WeWork is in a world of its own

WeWork, the flexible office provider, knows what people want, but is expanding too quickly.


WeWork: trendy, but is it profitable?
(Image credit: Katelyn Perry 2016)

WeWork, which rents premises and then sub-lets them as trendyco-working office spaces, was recently valued at $47bn after Japanese investor SoftBank said it would invest a further $2bn in the group. While $2bn might sound like quite a vote of confidence, this was way down from an original $16bn. Moreover, the money is no longer coming from SoftBank's $100bn Vision tech fund, whose investors had apparently "balked" at the commitment, reports the Financial Times. Little wonder WeWork's offices might be pretty, but it needs to show that it can make the profit needed to justify its stratospheric valuation.

The company's recent rebranding (as the "We Company") and its addition of co-living and education branches is an attempt to show that it has growth potential beyond co-working. As co-founder Adam Neumann told business magazine Fast Company, even "if the world goes into a real downturn, the one thing you are not going to see us do is be afraid or slow down or take less risks".

WeWork launched in New York in 2010, and now runs 554 office locations across 97 cities. In 2017 it took on another 1.2m sq ft of office space in London, making it the capital's largest private occupier of office space. WeWork now has £3bn of UK leasing commitments over the next 20 years, says data provider CoStar.

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"WeWork's expansion is an attempt to show potential beyond co-working"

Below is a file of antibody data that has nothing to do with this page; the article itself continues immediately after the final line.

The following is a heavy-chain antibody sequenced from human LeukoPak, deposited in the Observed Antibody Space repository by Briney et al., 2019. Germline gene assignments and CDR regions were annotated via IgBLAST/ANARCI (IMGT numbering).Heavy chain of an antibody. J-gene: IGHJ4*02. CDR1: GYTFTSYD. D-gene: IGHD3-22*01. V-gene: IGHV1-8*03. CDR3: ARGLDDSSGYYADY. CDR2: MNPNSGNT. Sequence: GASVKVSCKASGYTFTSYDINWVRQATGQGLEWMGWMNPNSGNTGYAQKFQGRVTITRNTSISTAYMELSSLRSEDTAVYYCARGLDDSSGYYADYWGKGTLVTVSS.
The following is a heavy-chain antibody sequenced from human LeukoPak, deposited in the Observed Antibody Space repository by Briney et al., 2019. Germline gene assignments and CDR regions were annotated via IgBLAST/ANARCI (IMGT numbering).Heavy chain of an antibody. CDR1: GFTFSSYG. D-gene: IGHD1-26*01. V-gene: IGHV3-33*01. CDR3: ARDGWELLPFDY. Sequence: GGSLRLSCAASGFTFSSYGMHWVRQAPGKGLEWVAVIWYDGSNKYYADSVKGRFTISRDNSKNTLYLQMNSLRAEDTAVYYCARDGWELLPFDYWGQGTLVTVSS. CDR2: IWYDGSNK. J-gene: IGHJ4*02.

In effect, WeWork's business model is similar to that of a bank. It borrows long (signs long-term rental leases) and lends short (sublets to short-term renters at a higher rate). And the most pressing issue for the company is whether it will be able to meet its future commitments. In 2018, its European arm doubled its UK revenues. Yet after a year of expansion, it saw its losses triple to £32.3m. The idea that it might be risky to take out long-term leases on the assumption you'll be able to sublet them is apparently not lost on Neumann, who seems to be hedging his bets. The Wall Street Journal notes Neumann owns stakes in many of the properties WeWork has leased. "In a public company,that would be considered highly controversial," Charles Elson of the Center for Corporate Governance at the University of Delaware told the newspaper.

Is co-working the future?

Although We Work is not listed, looking at its valuation gives a good context if you are considering a potential investment in the sector. As the Financial Times's Lex column pointed out last summer, WeWork's steep valuation "depends on a blinkered faith in its originality despite a crowded market of competitors".

In contrast to WeWork, for example, IWG, which owns office hire group Regus, is profitable. But after two takeover approaches from private-equity firms last year, the company has hired an adviser to sell its own flexible-working unit, Spaces. Property developer British Land (LSE: BLND) also operates its own co-working brand, Storey, but plans to focus on flexible working in the future, while selling out of underperforming retail premises (a restructure that prompted the exit of two bosses). It recently bought its first building that will be specifically geared towards co-working. Of its £16.8bn portfolio, it owns £12.9bn. As Investors Chronicle notes, the group has a "modest" loan-to-value ratio of 26.7% and speculative development exposure of just 3.7%. Its shares currently trade at a steep discount to the value of its portfolio a bargain next to WeWork.

Sarah is MoneyWeek's investment editor. She graduated from the University of Southampton with a BA in English and History, before going on to complete a graduate diploma in law at the College of Law in Guildford. She joined MoneyWeek in 2014 and writes on funds, personal finance, pensions and property.